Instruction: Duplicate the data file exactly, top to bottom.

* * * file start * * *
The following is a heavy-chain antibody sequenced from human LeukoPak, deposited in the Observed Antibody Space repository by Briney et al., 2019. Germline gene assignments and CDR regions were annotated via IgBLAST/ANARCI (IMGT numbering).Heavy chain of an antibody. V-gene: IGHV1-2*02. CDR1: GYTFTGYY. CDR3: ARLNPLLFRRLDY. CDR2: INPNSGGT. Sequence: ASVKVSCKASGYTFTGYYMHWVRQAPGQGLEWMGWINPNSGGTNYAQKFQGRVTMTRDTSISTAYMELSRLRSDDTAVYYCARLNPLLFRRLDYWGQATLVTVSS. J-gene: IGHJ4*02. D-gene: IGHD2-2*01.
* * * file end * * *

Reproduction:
The following is a heavy-chain antibody sequenced from human LeukoPak, deposited in the Observed Antibody Space repository by Briney et al., 2019. Germline gene assignments and CDR regions were annotated via IgBLAST/ANARCI (IMGT numbering).Heavy chain of an antibody. V-gene: IGHV1-2*02. CDR1: GYTFTGYY. CDR3: ARLNPLLFRRLDY. CDR2: INPNSGGT. Sequence: ASVKVSCKASGYTFTGYYMHWVRQAPGQGLEWMGWINPNSGGTNYAQKFQGRVTMTRDTSISTAYMELSRLRSDDTAVYYCARLNPLLFRRLDYWGQATLVTVSS. J-gene: IGHJ4*02. D-gene: IGHD2-2*01.